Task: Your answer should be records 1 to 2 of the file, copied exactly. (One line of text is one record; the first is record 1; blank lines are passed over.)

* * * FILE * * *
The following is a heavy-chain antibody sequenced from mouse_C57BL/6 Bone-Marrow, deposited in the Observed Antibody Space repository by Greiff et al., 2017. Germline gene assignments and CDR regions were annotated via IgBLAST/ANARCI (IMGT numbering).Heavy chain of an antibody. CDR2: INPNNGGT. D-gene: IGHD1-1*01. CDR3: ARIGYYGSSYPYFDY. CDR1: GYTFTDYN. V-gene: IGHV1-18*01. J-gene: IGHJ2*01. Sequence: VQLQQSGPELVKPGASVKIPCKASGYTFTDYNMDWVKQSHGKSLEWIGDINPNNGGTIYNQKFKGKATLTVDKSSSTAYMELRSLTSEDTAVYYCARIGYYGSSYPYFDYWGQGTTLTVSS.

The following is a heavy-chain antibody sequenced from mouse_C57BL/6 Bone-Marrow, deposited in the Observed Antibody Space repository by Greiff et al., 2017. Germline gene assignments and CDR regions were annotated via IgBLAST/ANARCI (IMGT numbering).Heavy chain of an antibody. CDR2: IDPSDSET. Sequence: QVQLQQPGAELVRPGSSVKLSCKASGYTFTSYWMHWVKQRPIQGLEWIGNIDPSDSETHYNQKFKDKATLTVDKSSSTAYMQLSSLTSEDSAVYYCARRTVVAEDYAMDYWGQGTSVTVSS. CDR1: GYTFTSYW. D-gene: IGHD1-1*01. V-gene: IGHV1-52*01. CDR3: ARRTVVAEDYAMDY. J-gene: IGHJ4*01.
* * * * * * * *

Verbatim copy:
The following is a heavy-chain antibody sequenced from mouse_C57BL/6 Bone-Marrow, deposited in the Observed Antibody Space repository by Greiff et al., 2017. Germline gene assignments and CDR regions were annotated via IgBLAST/ANARCI (IMGT numbering).Heavy chain of an antibody. CDR2: INPNNGGT. D-gene: IGHD1-1*01. CDR3: ARIGYYGSSYPYFDY. CDR1: GYTFTDYN. V-gene: IGHV1-18*01. J-gene: IGHJ2*01. Sequence: VQLQQSGPELVKPGASVKIPCKASGYTFTDYNMDWVKQSHGKSLEWIGDINPNNGGTIYNQKFKGKATLTVDKSSSTAYMELRSLTSEDTAVYYCARIGYYGSSYPYFDYWGQGTTLTVSS.

The following is a heavy-chain antibody sequenced from mouse_C57BL/6 Bone-Marrow, deposited in the Observed Antibody Space repository by Greiff et al., 2017. Germline gene assignments and CDR regions were annotated via IgBLAST/ANARCI (IMGT numbering).Heavy chain of an antibody. CDR2: IDPSDSET. Sequence: QVQLQQPGAELVRPGSSVKLSCKASGYTFTSYWMHWVKQRPIQGLEWIGNIDPSDSETHYNQKFKDKATLTVDKSSSTAYMQLSSLTSEDSAVYYCARRTVVAEDYAMDYWGQGTSVTVSS. CDR1: GYTFTSYW. D-gene: IGHD1-1*01. V-gene: IGHV1-52*01. CDR3: ARRTVVAEDYAMDY. J-gene: IGHJ4*01.